So the second part is extracting the data from a user input. You could leverage research that's already been done in natural language processing techniques, but just for fun let's start from scratch. One thing we could do is start stripping away "filler" keywords like "the", "in", "tell me", "what is", "please", and punctuation marks, since they're not strictly required and really add no useful data to the query. So the following queries:

    Jarvis, please tell me what the weather is like in Toronto this evening.
    What is the weather in Toronto tonight?
    The weather in Toronto this evening is...?
    toronto weather 9:00pm

    ... would all boil down to "weather", "Toronto", "this evening/tonight/9:00pm".

    The keyword "weather" tells you what data to process, then you filter the rest to determine the time and place. You might have a list of phrases that translate to specific times, for example "this evening", "tomorrow", "next Tuesday", etc. You could also add more keyword translations, for example "how hot is it" or "what is the temperature" are other ways of asking about "weather". You'd also want to translate, say, city names, country names, airport codes, ZIP codes, etc.

    By the way, as long as you're doing your learning and development on OS X, look into Apple's speech recognition services and AppleScript. There's a lot of functionality in there that you could apply right away. For example, OS X already knows how to answer spoken questions like "what time is it?" or "tell me a joke".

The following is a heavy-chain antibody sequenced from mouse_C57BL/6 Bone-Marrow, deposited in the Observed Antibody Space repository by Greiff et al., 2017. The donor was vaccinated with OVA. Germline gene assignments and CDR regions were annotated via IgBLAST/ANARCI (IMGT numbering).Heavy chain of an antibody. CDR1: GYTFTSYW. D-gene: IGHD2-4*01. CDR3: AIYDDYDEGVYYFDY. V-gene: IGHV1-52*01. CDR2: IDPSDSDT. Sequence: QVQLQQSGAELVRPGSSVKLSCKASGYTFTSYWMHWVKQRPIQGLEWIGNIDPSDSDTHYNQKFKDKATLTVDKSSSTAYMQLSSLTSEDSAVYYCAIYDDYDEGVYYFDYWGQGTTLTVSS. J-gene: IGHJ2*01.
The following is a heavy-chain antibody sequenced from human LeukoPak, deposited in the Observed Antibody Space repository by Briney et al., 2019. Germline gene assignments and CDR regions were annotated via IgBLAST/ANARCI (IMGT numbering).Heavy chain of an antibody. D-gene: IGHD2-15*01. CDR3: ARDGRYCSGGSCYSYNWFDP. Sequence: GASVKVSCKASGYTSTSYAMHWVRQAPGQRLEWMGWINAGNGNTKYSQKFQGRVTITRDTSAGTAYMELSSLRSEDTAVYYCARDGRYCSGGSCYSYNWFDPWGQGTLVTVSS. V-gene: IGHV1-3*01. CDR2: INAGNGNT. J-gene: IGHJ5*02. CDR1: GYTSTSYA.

10. mrbash macrumors 6502

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    Aug 10, 2008
    #10
    I'm not sure a project heavily dependent on NLP would be the easiest to start with. There is a lot of theory you would probably need to know first.

    While there may be some off the shelf components that will provide you with a parse tree of a sentence, you would still need to know what to do with it.

    Perhaps you should first start by rigorously defining what you want to do. At present it is much too broad to be realistic. Once you have that definition, we can help you de-construct what you would need to do. And from that you can choose which things you are able to do.
     
  11. BadWolf13 macrumors 6502

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    Dec 17, 2009
    #11
    I don't want to be a downer, but this is a HUGE undertaking you're talking about. In terms of making something like Jarvis, yes, that would involve AI, speech recognition, and syntax comprehension. These are three of the biggest and most complicated aspects of programming. To put it in perspective, a U of T researcher recently got a $200,000 grant to work on syntax comprehension.

    The thing is, depending on the complexity you want out of this program, it could either be something average, or the most complex and advanced program on the planet.
     
  12. Bill McEnaney macrumors 6502

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    Apr 29, 2010
    #12
    Prolog is excellent for NLP because its inventors designed it for it. But as my friend Dr. Michael Covington, the director of the AI Lab at the University of Georgia, told me, before you do NLP, you need to learn his specialty, linguistics. I agree with him because I tried to do NLP when I didn't know enough about linguistics. I still don't know enough about it.

    Dr. Covington is a Prolog expert who also teaches his students to write NLP programs in Python.
     
  13. qtx43 macrumors 6502a

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    Aug 4, 2007
    #13
    Everyone is talking about AI, my first reaction was you'll have to write device drivers, or get some premade interface for robotics programming, and then build the mechanical hand and arm and ...etc. Everybody sees something different. A huge project doesn't even begin to describe it. But that doesn't mean it can't be fun, but I'd pick just one small aspect that could be useful in and of itself, and focus on that. Or join some other project.